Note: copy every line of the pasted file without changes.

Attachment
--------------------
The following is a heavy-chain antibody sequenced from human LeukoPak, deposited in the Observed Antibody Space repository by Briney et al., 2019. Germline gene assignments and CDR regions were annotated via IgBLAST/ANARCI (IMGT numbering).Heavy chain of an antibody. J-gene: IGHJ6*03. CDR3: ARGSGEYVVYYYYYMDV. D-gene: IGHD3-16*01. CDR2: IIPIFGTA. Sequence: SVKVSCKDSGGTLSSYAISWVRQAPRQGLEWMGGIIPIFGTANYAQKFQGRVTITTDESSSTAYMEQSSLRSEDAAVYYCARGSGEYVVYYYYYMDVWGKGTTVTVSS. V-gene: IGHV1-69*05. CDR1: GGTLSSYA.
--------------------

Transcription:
The following is a heavy-chain antibody sequenced from human LeukoPak, deposited in the Observed Antibody Space repository by Briney et al., 2019. Germline gene assignments and CDR regions were annotated via IgBLAST/ANARCI (IMGT numbering).Heavy chain of an antibody. J-gene: IGHJ6*03. CDR3: ARGSGEYVVYYYYYMDV. D-gene: IGHD3-16*01. CDR2: IIPIFGTA. Sequence: SVKVSCKDSGGTLSSYAISWVRQAPRQGLEWMGGIIPIFGTANYAQKFQGRVTITTDESSSTAYMEQSSLRSEDAAVYYCARGSGEYVVYYYYYMDVWGKGTTVTVSS. V-gene: IGHV1-69*05. CDR1: GGTLSSYA.